Two unfinished costumes sit on my cutting desk right now, reminding me that my husband’s office Purim party is growing near. It’s a 1920’s Gatsby-styled event and we’ve been asked to come in period garb, so I’m sewing him a bootlegger inspired pinstripe vest—and I’ll be in a blue and gold flapper dress. But I have yet to hem, sew buttons, put on any finishing details, or give it the final press before they are ready to be worn (no pressure!).
I have to say, there’s something fun and exciting about making our own costumes. Aside from the fact that I know we won’t be dressed up like anyone else at the party, I love these opportunities to unleash my creative side. Furthermore, it reminds me of the costumes my mom and I used to make when I was younger. Although she couldn’t sew for the life of her, it didn’t stop us from putting together some amazing costumes.
Looking back, I can easily recall one of my all time favorites. This was the year our school asked us to dress up as characters from a book. I chose the Tin Man from Frank L. Baum’s “Wizard of Oz” books. My mom and I spent weeks collecting cardboard boxes, carefully reshaping them into cylinders for the arms, legs, and body, meticulously covering them with tinfoil and using silver ribbon to create movable joints for the elbows and knees. We used a plastic funnel as the hat. The body even had a little door that revealed a plush heart inside. She slathered me with silver face makeup, covering any exposed skin. For best costume, I won Lore Segal’s book “Tell Me A Mitzi,” which I still have and cherish.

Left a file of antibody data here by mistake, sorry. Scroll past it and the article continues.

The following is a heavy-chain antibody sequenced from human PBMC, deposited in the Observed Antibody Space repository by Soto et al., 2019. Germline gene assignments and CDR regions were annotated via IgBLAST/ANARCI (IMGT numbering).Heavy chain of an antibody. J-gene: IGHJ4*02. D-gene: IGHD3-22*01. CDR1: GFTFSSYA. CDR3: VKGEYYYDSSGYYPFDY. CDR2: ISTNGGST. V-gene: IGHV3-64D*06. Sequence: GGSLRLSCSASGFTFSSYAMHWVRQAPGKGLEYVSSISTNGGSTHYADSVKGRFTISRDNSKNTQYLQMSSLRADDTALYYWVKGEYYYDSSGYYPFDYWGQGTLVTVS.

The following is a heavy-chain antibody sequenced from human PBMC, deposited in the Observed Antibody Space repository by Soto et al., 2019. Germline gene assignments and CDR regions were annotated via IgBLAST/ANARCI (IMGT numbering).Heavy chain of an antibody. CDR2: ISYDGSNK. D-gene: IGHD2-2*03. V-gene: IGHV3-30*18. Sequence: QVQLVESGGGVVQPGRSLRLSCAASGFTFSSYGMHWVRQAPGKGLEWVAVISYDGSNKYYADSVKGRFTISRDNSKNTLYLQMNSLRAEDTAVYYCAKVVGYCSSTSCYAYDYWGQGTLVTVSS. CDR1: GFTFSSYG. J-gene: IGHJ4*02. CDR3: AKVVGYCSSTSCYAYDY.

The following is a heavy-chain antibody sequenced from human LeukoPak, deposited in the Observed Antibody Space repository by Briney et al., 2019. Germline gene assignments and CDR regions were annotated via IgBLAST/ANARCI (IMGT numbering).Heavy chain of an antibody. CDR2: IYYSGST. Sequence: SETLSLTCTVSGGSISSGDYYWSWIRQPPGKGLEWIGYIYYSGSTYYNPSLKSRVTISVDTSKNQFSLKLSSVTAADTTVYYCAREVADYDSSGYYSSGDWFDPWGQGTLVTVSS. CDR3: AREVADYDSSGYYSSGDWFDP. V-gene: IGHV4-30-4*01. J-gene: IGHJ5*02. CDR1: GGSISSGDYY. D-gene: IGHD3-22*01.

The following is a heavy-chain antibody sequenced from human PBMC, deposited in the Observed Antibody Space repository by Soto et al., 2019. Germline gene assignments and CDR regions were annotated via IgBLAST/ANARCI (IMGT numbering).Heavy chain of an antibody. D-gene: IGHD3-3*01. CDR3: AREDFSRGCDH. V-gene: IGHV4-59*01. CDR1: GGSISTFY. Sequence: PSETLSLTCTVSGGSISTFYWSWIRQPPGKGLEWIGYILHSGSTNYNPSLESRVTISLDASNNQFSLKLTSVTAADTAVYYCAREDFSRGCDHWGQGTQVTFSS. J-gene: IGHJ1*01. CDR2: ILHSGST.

My mom was a career woman and worked long hours. While she always made time to help with homework, she was very artistic, so working on these costumes was a wonderful chance to spend quality time with her. In many ways, it was a real treat, especially when we’d shop together for materials—which sometimes led to other creative projects. I often hoped during our shopping excursions that we would find materials for other more creative endeavors once the costumes were done.
Over the past few years, I’ve continued this tradition by sewing costumes for my friends’ children. Today, our refrigerator gallery boasts photos of a sunflower, a turtle, Elsa and Olaf, Tinkerbell, and Peter Pan. However, this is the first year I haven’t made their costumes, as my own due date for my first child is rapidly approaching. I was anxious not to take on more than I could handle and didn’t want to disappoint them. While I know I made the right choice, there’s still a feeling of emptiness, as they won’t be coming over this weekend to try on their small costumes. I really enjoyed sewing their costumes these past few years, and it’s opened up a flood of hopes regarding my own future children.
By this time next year, for instance, I will be sewing my daughter’s first Purim costume. As she hopefully grows up to be an opinionated child, I look forward to seeing what challenges she lays before me. Will she actually want to help me make her costumes in an act of mother-daughter bonding? I wonder if and when she’ll be too cool for mom-made costumes. Will she eventually just make them herself, or will she be too grown up for costumes altogether?
Interestingly, the Megillah (scroll of Esther) doesn’t mention dressing up, costumes, and masks. It concludes with Mordechai’s instruction to the Jewish people to celebrate these days as “yemei mishteh v’simchah” (days of drinking and rejoicing, Esther 9:22).
As Kate Spade once said, “Playing dress up begins at age five and never truly ends.” I couldn’t agree more. As long as it remains custom for us to dress up when we rejoice, regardless of where the tradition of dressing up originated, I will continue to cherish Purim. And as my family grows, I look forward to sharing this tradition with my children.